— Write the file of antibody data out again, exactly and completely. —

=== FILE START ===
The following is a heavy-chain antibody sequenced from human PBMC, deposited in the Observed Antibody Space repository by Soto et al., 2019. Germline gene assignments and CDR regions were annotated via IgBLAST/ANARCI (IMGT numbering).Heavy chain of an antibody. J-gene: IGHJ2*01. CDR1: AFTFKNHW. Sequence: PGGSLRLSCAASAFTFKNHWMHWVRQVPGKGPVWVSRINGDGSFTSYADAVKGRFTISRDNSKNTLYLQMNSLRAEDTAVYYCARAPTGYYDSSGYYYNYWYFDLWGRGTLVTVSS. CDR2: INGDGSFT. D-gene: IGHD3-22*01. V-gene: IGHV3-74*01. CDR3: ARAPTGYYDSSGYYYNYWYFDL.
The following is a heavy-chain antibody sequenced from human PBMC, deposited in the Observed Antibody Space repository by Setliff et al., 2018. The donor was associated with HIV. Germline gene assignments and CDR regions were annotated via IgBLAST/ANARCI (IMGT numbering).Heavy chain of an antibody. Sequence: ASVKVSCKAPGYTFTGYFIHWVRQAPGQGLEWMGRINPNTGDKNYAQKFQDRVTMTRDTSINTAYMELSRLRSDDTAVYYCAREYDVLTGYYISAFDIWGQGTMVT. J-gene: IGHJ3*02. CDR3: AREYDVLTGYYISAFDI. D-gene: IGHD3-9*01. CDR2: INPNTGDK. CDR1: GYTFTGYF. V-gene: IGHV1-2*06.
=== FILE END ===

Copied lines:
The following is a heavy-chain antibody sequenced from human PBMC, deposited in the Observed Antibody Space repository by Soto et al., 2019. Germline gene assignments and CDR regions were annotated via IgBLAST/ANARCI (IMGT numbering).Heavy chain of an antibody. J-gene: IGHJ2*01. CDR1: AFTFKNHW. Sequence: PGGSLRLSCAASAFTFKNHWMHWVRQVPGKGPVWVSRINGDGSFTSYADAVKGRFTISRDNSKNTLYLQMNSLRAEDTAVYYCARAPTGYYDSSGYYYNYWYFDLWGRGTLVTVSS. CDR2: INGDGSFT. D-gene: IGHD3-22*01. V-gene: IGHV3-74*01. CDR3: ARAPTGYYDSSGYYYNYWYFDL.
The following is a heavy-chain antibody sequenced from human PBMC, deposited in the Observed Antibody Space repository by Setliff et al., 2018. The donor was associated with HIV. Germline gene assignments and CDR regions were annotated via IgBLAST/ANARCI (IMGT numbering).Heavy chain of an antibody. Sequence: ASVKVSCKAPGYTFTGYFIHWVRQAPGQGLEWMGRINPNTGDKNYAQKFQDRVTMTRDTSINTAYMELSRLRSDDTAVYYCAREYDVLTGYYISAFDIWGQGTMVT. J-gene: IGHJ3*02. CDR3: AREYDVLTGYYISAFDI. D-gene: IGHD3-9*01. CDR2: INPNTGDK. CDR1: GYTFTGYF. V-gene: IGHV1-2*06.